Anse Noir, Grand Anse D’Arlet, Sainte Anne & Marin – MARTINIQUE (France)
With everyone now gone there was nothing keeping us at Fort Du France, it was time to move on and visit some new unseen spots. Quiet and picturesque was top of the checklist as we’d had enough of these built up, busy tourist resorts.
Anse Noir was only an hour sail away and described as a lovely hide away in the pilot book. It was a tiny cove with a fine black sand beach, backed with palms and a steep junglely valley rising up into mountains and enclosed by small cliffs. A cosy little piece of paradise, I can’t remember the last time we’d stayed somewhere so beautiful.
We spent an afternoon snorkelling in the dazzlingly clear crystal water and watched the most amazing sunset behind Tudor Rose while taking Scrumpy for a walk on the beach. Dinner was served in the cockpit over candlelight where the place was deserted. The new cushions have transformed the outdoor area and now it is so inviting in the evening.
We relaxed and listened to sea lap against the shore whilst Caribbean night creatures buzzed and bleeped. The light from a single street lamp rippled across the water in golden streaks and the air was warm. I felt incredibly lucky that this was my life. I missed days and evenings like this just the two of us (three counting Scrump Dog). This is what the trip is really about, these memories and experiences. We maybe living on a shoestring but life doesn’t get much richer than this!
Making the most of waking in bliss we all enjoyed another swim including Scrumpy and it is good exercise for baby jellybean and me. In the afternoon we moved 3nm down to Grand Anse D’Arlet a village set on a white sand beach with a fancy walk way running behind it and quite a large anchorage. As soon as we’d set the anchor we got straight in for another snorkel.
The water here was like green glass and we spend ages swimming around. We loved being back in clean clear seas again after the murky sludge of Antigua. Scrumps was accosted by a little black puppy and long haired sheep dog ashore while we scoffed Magnums on the dock and chatted to an American guy with a cute but old Jack Russell called Sophie. Unfortunately shortly after the poor guy fell off the pontoon into the water whilst getting in his dingy. He said he was saving his sunglasses that fell off his face but I think he was just saving face! We’ve all been there, its part and parcel of boat life but I did feel sorry for him.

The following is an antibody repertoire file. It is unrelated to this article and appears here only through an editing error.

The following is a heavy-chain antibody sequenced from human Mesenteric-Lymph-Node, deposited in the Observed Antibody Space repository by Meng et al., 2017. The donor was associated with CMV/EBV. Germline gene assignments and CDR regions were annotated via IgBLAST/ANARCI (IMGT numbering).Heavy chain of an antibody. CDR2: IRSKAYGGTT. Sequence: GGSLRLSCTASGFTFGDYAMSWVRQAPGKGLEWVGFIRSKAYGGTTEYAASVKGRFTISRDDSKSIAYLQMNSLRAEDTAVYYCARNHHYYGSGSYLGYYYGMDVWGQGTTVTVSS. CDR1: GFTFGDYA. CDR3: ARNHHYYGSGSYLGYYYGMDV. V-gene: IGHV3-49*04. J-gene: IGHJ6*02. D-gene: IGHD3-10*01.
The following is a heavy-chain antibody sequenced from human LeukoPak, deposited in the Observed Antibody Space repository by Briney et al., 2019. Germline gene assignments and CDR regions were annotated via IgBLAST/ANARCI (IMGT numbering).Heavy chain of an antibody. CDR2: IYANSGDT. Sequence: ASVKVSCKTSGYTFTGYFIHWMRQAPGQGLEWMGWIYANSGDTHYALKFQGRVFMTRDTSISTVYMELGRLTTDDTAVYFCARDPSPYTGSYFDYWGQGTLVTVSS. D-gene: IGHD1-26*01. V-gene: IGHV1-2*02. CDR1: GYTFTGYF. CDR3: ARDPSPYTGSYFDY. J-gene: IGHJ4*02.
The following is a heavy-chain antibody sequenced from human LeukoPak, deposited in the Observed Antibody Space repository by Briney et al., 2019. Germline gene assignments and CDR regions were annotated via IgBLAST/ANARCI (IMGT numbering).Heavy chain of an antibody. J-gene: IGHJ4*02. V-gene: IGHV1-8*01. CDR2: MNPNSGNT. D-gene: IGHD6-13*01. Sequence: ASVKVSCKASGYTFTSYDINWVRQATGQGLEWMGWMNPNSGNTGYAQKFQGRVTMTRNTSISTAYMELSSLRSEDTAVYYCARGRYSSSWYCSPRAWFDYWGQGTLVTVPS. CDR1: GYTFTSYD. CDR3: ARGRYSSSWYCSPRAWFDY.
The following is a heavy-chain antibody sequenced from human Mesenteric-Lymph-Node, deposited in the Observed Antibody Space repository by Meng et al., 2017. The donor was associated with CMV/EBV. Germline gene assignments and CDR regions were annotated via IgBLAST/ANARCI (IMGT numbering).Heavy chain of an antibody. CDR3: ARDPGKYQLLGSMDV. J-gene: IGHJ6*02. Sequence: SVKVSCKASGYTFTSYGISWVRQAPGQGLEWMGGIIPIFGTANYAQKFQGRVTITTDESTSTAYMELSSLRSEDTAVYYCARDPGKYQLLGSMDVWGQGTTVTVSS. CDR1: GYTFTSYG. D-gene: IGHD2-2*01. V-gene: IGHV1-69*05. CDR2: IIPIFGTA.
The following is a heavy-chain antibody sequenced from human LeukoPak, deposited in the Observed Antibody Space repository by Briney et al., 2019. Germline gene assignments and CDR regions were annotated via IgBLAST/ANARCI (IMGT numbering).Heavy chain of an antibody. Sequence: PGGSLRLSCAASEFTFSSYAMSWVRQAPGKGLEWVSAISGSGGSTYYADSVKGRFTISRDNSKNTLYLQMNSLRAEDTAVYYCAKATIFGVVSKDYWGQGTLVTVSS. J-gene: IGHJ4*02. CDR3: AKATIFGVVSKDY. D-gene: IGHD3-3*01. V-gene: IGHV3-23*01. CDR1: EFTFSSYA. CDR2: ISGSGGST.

The next day was a 15 mile passage to Sainte Anne on the Southern East point of Martinique which ideally should have taken between 3-4 hours but unfortunately the wind and swell were not in our favour. As we rounded the South West corner the wind was dead on our nose, even with the motor on we were making slow progress so we had no choice but to tack (zigzag rather than sail straight to our destination) with the motor and sail. We still weren’t going as fast as we’d like it was like watching paint dry. Then to make matters worse as we were undertaking a portside tack the foresail got caught around one of the stays which support the mast and ripped a big hole in it. Brilliant as if this wasn’t painful enough, now we’re just down to motor and the mainsail. After 6 and half hours and 20 miles later we were finally at our destination.
Deep fat fried pomm frities were well deserved and essential for moral so we got ashore as soon as we could only to find our take away was shut and nowhere else open and selling chips. We were gutted but luckily we managed to get a huge fresh, crispy baguette and real butter from the corner shop to dip in our lasagne instead.
Over the next few days we relaxed and pottered around the boat in Sainte Anne and the near by Marin which had excellent supermarkets (Leader Price & Carrefore). We repaired the sail with some patches of sail on the trusty John Lewis domestic sewing machine, the sails are starting to resemble a patchwork quilt at present. Scrumps had yet another trip to the vet for yet another Health certificate ready for customs in Saint Lucia. His import and export process is more expensive and complicated than anything else we have to deal with out here in the Caribbean. We even bought a little portable washing machine as we figured we’ll need it when we have a little baby on board making a mess and I am keen to use re-useable nappies. There are some really modern easy to use ones out on the market these days. Unfortunately it wouldn’t work with our 300w invertor (which converts 12v in the standard 240v you lot have at home) but we are hoping this will be resolved when we get a new 1200w invertor…. Watch this space. I know your all on the edge of your seats to find out!
With Simon’s friend and former colleague Nick arriving in 4 days with his girlfriend Catherine it was time to say good bye to Martinique and its baguettes and pastries and get our arses down to Rodney Bay, Saint Lucia. We were really looking forward to visiting our old hunting ground particularly as this was the first island we had arrived at after crossing the Atlantic Sea.